In the wake of Friday’s news that Sean Spicer resigned his post as White House Press Secretary, many bemoaned the likely corresponding loss of Melissa McCarthy’s portrayal of Spicer on Saturday Night Live.
Spicer himself addressed the portrayal in a post-resignation interview with Fox News’ Sean Hannity. “I think when it’s funny it’s funny,” he said when asked about SNL. “I think that there were parts of it that were funny, but there’s a lot of it that was over the line.”
Spicer went on to admit some of the sketches — both on SNL and elsewhere on late-night television — made him laugh, but many crossed the line into being mean. “It wasn’t funny. It was stupid, or silly, or malicious,” he said. “But there were some skits on late night television that I did crack up at. So sometimes it can be funny, Some of the memes you have to crack up about. But sometimes it goes from funny to mean.”
McCarthy debuted her scathing impression of Spicer on the Feb. 4 episode of Saturday Night Live, and her unhinged performance was immediately hailed as one of the show’s more inspired bits of stunt casting. Spicer initially said he found McCarthy’s impression “funny,” but his boss reportedly didn’t agree with that assessment. In a Feb. 6 story, Politico cited unnamed sources who claimed President Trump took issue with the fact that Spicer was played on by a woman on SNL.
Watch McCarthy’s debut as Spicer below.
After Spicer’s remarks, the official Saturday Night Live Twitter account tweeted a clip of McCarthy’s impression with a simple statement: “Spicey out.”
During his interview with Hannity, Spicer also explained the reasons behind his resignation. “I just thought it was in the best interest of our communications department, of our press organization to not have too many cooks in the kitchen,” he said. Spicer resigned after President Donald Trump placed Anthony Scaramucci was named White House Communications Director.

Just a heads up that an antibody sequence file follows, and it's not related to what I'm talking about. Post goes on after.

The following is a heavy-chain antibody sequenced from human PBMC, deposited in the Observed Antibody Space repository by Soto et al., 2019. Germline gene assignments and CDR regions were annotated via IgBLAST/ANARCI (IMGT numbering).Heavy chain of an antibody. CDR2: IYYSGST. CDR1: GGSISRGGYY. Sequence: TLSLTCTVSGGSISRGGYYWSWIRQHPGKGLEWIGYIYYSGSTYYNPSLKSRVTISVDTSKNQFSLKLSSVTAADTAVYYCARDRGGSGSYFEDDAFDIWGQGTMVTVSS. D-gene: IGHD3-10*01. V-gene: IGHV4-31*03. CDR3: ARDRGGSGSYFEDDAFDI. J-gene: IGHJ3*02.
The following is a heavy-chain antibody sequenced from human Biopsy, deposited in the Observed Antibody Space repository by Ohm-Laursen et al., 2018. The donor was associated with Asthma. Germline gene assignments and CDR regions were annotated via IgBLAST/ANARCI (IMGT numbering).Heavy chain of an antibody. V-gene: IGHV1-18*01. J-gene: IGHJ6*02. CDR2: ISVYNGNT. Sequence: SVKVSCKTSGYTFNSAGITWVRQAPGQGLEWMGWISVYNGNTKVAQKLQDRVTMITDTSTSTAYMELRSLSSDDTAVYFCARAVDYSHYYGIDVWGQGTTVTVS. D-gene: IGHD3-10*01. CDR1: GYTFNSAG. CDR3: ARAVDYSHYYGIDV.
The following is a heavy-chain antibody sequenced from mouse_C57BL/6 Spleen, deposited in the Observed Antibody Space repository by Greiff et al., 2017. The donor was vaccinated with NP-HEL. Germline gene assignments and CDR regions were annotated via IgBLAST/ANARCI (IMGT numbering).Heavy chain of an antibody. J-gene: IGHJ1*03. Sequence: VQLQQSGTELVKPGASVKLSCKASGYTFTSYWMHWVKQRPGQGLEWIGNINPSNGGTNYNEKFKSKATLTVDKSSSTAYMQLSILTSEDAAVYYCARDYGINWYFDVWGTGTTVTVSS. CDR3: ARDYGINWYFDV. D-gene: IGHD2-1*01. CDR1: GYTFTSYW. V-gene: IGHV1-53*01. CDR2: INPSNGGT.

In the wake of Spicer’s exit, President Trump issued a statement through newly minted Press Secretary Sarah Huckabee Sanders. “I am grateful for Sean’s work on behalf of my administration and the American people. I wish him continued success as he moves on to pursue new opportunities. Just look at his great television ratings.”
Speaking Friday, Spicer said Trump didn’t want him to resign. “He’s been very gracious throughout this process. He wanted to bring some new folks in to help rev up the communications operation, and after reflection, my decision was to recommend to the president that I give Anthony and Sarah a clean slate to start from,” Spicer explained. “So that they can talk about the president’s agenda and help move it forward, and he, after some back and forth, understood that the offer that I was making was something that was in the best interest of the administration.”
White House Chief of Staff Reince Priebus also appeared on Hannity to discuss Spicer’s resignation, claiming Spicer and Trump will continue to have a relationship together.
“You look at people who were around the president and might not be working for him anymore, he’s still very close to those people. They’re still very important to the president,” Preibus said. “Sean leaving doesn’t mean that Sean isn’t going to be out there supporting President Trump and it doesn’t mean that President Trump isn’t going to be out there supporting Sean Spicer. I’ve seen how the world around the president works and it’s very healthy and he cares about his people.”
Hannity will sit down for three separate interviews with Spicer, Scaramucci, and Priebus on Fox News’ Hannity Friday night at 10 p.m. ET.